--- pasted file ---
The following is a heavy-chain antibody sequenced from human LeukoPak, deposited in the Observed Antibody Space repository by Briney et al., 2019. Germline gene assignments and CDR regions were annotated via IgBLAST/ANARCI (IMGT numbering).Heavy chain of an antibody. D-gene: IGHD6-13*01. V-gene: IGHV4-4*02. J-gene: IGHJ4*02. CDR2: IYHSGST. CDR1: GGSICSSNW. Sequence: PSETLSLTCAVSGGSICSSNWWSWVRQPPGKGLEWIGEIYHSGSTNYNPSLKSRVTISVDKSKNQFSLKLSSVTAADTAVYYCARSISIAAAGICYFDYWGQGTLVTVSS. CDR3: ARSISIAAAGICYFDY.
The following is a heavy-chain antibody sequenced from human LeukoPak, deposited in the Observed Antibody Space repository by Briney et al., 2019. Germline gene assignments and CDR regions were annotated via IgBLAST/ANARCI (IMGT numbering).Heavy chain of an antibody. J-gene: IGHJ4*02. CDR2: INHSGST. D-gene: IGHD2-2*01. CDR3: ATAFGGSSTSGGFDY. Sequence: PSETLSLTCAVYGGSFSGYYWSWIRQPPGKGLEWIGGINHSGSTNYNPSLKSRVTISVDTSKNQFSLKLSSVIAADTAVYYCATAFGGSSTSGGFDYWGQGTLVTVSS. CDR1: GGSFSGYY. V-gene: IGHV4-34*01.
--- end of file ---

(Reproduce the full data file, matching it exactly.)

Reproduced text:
The following is a heavy-chain antibody sequenced from human LeukoPak, deposited in the Observed Antibody Space repository by Briney et al., 2019. Germline gene assignments and CDR regions were annotated via IgBLAST/ANARCI (IMGT numbering).Heavy chain of an antibody. D-gene: IGHD6-13*01. V-gene: IGHV4-4*02. J-gene: IGHJ4*02. CDR2: IYHSGST. CDR1: GGSICSSNW. Sequence: PSETLSLTCAVSGGSICSSNWWSWVRQPPGKGLEWIGEIYHSGSTNYNPSLKSRVTISVDKSKNQFSLKLSSVTAADTAVYYCARSISIAAAGICYFDYWGQGTLVTVSS. CDR3: ARSISIAAAGICYFDY.
The following is a heavy-chain antibody sequenced from human LeukoPak, deposited in the Observed Antibody Space repository by Briney et al., 2019. Germline gene assignments and CDR regions were annotated via IgBLAST/ANARCI (IMGT numbering).Heavy chain of an antibody. J-gene: IGHJ4*02. CDR2: INHSGST. D-gene: IGHD2-2*01. CDR3: ATAFGGSSTSGGFDY. Sequence: PSETLSLTCAVYGGSFSGYYWSWIRQPPGKGLEWIGGINHSGSTNYNPSLKSRVTISVDTSKNQFSLKLSSVIAADTAVYYCATAFGGSSTSGGFDYWGQGTLVTVSS. CDR1: GGSFSGYY. V-gene: IGHV4-34*01.